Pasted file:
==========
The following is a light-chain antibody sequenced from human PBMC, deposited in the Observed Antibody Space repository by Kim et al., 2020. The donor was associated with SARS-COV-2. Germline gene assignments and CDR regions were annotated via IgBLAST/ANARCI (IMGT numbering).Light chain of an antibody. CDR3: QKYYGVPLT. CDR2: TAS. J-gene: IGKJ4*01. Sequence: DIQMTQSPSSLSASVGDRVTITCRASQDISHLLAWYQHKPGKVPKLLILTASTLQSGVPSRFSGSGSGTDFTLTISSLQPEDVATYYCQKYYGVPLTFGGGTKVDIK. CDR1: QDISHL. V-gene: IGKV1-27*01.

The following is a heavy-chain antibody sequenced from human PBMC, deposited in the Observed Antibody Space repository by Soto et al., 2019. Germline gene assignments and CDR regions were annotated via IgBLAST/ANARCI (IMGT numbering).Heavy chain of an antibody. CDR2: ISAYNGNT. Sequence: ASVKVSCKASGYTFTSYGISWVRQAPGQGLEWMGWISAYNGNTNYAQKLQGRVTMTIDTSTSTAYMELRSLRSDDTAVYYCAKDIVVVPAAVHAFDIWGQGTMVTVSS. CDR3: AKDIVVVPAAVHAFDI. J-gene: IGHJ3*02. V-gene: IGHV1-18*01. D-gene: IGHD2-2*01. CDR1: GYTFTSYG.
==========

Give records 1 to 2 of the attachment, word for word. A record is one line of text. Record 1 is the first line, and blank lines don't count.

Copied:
The following is a light-chain antibody sequenced from human PBMC, deposited in the Observed Antibody Space repository by Kim et al., 2020. The donor was associated with SARS-COV-2. Germline gene assignments and CDR regions were annotated via IgBLAST/ANARCI (IMGT numbering).Light chain of an antibody. CDR3: QKYYGVPLT. CDR2: TAS. J-gene: IGKJ4*01. Sequence: DIQMTQSPSSLSASVGDRVTITCRASQDISHLLAWYQHKPGKVPKLLILTASTLQSGVPSRFSGSGSGTDFTLTISSLQPEDVATYYCQKYYGVPLTFGGGTKVDIK. CDR1: QDISHL. V-gene: IGKV1-27*01.

The following is a heavy-chain antibody sequenced from human PBMC, deposited in the Observed Antibody Space repository by Soto et al., 2019. Germline gene assignments and CDR regions were annotated via IgBLAST/ANARCI (IMGT numbering).Heavy chain of an antibody. CDR2: ISAYNGNT. Sequence: ASVKVSCKASGYTFTSYGISWVRQAPGQGLEWMGWISAYNGNTNYAQKLQGRVTMTIDTSTSTAYMELRSLRSDDTAVYYCAKDIVVVPAAVHAFDIWGQGTMVTVSS. CDR3: AKDIVVVPAAVHAFDI. J-gene: IGHJ3*02. V-gene: IGHV1-18*01. D-gene: IGHD2-2*01. CDR1: GYTFTSYG.